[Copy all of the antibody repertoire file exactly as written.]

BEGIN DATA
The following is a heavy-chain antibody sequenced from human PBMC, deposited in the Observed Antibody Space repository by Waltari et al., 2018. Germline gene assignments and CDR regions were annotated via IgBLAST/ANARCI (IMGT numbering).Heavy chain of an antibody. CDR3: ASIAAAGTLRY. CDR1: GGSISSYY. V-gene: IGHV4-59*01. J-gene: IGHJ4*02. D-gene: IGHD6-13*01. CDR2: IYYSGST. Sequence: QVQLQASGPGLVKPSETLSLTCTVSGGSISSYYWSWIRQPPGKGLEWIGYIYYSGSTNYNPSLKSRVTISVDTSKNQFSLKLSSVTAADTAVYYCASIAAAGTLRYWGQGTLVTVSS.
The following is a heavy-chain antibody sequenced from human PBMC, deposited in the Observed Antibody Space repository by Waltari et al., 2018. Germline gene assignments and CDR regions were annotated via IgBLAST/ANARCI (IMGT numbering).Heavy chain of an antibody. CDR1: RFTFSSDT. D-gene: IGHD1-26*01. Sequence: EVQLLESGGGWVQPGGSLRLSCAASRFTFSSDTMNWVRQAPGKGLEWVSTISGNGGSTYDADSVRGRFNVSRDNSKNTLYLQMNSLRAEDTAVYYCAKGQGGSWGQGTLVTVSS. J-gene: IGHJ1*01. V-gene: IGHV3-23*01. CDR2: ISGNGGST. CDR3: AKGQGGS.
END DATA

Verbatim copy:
The following is a heavy-chain antibody sequenced from human PBMC, deposited in the Observed Antibody Space repository by Waltari et al., 2018. Germline gene assignments and CDR regions were annotated via IgBLAST/ANARCI (IMGT numbering).Heavy chain of an antibody. CDR3: ASIAAAGTLRY. CDR1: GGSISSYY. V-gene: IGHV4-59*01. J-gene: IGHJ4*02. D-gene: IGHD6-13*01. CDR2: IYYSGST. Sequence: QVQLQASGPGLVKPSETLSLTCTVSGGSISSYYWSWIRQPPGKGLEWIGYIYYSGSTNYNPSLKSRVTISVDTSKNQFSLKLSSVTAADTAVYYCASIAAAGTLRYWGQGTLVTVSS.
The following is a heavy-chain antibody sequenced from human PBMC, deposited in the Observed Antibody Space repository by Waltari et al., 2018. Germline gene assignments and CDR regions were annotated via IgBLAST/ANARCI (IMGT numbering).Heavy chain of an antibody. CDR1: RFTFSSDT. D-gene: IGHD1-26*01. Sequence: EVQLLESGGGWVQPGGSLRLSCAASRFTFSSDTMNWVRQAPGKGLEWVSTISGNGGSTYDADSVRGRFNVSRDNSKNTLYLQMNSLRAEDTAVYYCAKGQGGSWGQGTLVTVSS. J-gene: IGHJ1*01. V-gene: IGHV3-23*01. CDR2: ISGNGGST. CDR3: AKGQGGS.